Half a croissant, on a plate, with a sign in front of it saying '50c'
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Rare coin finder

Dump in a hopperful of coins; have rare ones pulled out
  (+5, -1)
(+5, -1)
  [vote for,

This idea would be for a high-speed coin sorter augmented by a digital camera and high-speed image processing aparatus. Coins would be dumped into a hopper and sorted in the usual fashion, but the camera would photograph each coin as it went through (preferably both sides, using mirrors). In addition to examining the photographs to add a certain level of counterfeit-detection ability, the unit could also examine things like dates or designs to determine if a coin was collectable.

If practical, it would be desirable to have the image analysis done real time. If this did not prove to be practical, depending upon the lag time involved, it might be possible to use queueing chutes to keep the last few dozen or hundred coins of any particular denomination separate from the rest; even if the machine couldn't pop out a rare mis-struck quarter in real time, it could flag the user that the coin was somewhere in the queueing chute.

I don't know exactly what current imaging technologies allow, but it would seem like this idea might be feasible. The biggest problem I can see is that if such devices became at all common the number of rare coins in circulation could plumet (perhaps this belongs in Public: Evil?)

supercat, Dec 04 2004

Dime weights http://www.sammler....roosevelt_dimes.htm
[bungston, Dec 04 2004]


       This method could find the really rare coins, but would miss the less rare silver versions of currently used coins. It occurs to me, though, that you could do the same thing witha careful scale and sort the coins out by weight. An even faster way to do the same thing would be to weigh entire rolls. A roll of prosaic modern dimes should weigh a certain amount. Deviation from this amount would suggest that there might be a silver dime in there, and the roll should be set aside for closer analysis. Probably this would wind up netting a boatload of canadian dimes, though.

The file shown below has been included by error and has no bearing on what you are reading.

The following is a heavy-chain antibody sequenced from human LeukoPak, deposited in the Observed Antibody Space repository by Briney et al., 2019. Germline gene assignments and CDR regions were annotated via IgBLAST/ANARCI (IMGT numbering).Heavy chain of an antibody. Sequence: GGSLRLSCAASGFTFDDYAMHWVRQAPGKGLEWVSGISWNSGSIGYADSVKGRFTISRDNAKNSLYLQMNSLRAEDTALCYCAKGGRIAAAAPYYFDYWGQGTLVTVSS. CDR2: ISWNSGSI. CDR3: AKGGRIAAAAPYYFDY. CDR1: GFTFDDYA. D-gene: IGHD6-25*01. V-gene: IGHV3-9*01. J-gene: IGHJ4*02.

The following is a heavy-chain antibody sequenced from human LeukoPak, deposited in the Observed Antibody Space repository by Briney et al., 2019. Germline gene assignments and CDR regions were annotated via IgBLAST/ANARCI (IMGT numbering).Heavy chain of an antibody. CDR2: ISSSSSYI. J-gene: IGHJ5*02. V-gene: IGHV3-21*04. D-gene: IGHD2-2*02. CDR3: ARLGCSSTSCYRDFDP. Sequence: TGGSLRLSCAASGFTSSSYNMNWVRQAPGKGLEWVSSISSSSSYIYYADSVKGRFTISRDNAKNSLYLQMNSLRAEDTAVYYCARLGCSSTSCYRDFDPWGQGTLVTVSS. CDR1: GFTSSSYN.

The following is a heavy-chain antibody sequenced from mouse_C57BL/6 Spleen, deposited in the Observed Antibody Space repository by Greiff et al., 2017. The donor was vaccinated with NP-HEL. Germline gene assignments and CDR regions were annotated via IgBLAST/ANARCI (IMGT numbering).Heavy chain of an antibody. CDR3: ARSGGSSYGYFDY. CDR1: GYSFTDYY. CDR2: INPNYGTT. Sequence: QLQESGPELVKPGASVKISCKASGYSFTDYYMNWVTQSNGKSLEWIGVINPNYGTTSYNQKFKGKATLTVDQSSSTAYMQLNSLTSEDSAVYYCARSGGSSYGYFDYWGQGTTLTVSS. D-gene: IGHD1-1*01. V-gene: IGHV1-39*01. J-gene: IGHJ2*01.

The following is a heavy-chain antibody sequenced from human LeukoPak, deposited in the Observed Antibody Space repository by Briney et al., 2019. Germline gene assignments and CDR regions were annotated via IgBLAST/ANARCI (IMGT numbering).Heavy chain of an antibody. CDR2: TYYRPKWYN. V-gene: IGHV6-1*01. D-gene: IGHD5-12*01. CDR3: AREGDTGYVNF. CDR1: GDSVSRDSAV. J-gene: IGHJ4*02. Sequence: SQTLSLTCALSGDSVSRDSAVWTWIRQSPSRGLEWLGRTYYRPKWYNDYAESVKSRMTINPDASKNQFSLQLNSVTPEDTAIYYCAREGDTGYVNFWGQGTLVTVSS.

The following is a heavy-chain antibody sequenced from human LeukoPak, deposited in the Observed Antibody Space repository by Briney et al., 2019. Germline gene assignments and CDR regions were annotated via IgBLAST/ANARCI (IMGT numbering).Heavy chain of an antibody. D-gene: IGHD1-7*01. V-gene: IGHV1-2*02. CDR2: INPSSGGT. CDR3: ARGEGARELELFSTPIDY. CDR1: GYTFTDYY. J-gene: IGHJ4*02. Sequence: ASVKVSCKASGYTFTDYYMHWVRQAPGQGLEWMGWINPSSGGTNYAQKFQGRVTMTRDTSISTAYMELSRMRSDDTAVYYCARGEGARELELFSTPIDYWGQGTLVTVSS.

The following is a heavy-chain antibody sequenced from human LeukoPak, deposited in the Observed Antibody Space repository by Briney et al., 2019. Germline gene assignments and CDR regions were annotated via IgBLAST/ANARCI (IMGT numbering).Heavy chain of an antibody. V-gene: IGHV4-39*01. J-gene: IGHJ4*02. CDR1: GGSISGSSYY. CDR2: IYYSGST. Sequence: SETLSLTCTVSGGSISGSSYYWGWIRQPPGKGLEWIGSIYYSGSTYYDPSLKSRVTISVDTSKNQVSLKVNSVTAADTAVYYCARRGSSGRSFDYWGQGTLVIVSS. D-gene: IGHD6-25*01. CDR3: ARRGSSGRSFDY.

bungston, Dec 04 2004

       I didn’t have the patience to become a *real* coin collector, but I learned a bit about it. Since I don’t spend change directly, it accumulates and I bring it to a counting / sorting machine. There is a percentage charge for this which I’m happy to pay so I don’t have to count / wrap them myself. The thought that I may be dumping higher than face-value coins ‘down the drain’ does bother me a little, so I would use this. +   

       As for it being evil, I disagree. If this machine sat next to a typical machine and charged more for the service, it would be used far less, and mostly by pseudo-collectors such as myself.   

       I’m not sure if imaging technology is advanced enough for this application, but another + for counterfeit detection anyhow. There’s a minted coin out there that’s a working slug for a US quarter.
Shz, Dec 05 2004

       I believe modern 'slug' coins were designed to weigh almost exactly the same amount as their silver counterparts, since many coin-accepting machines were designed to accept the former. Image analysis should make it easy to identify the silver ones, though, since I think they had different date ranges from the 'slug' ones. There may have been some years in which multiple types of coins were used, but even if so, pulling out all coins from that year for hand-inspection would not seem excessive.
supercat, Dec 05 2004

       I am sure you are right about the slugs. Perhaps this could be done using electrical conductivity. Older pure copperand silver (and gold! Gold!) coins would me more conductive that current alloys.   

       This would not work for more recent vintages. I understand that conductivity is used in current coin op machines. One of the problems with the sacajawea dollar is that it had to have the same conductivity as the metal used in the Anthony dollar, but be gold.
bungston, Nov 25 2005


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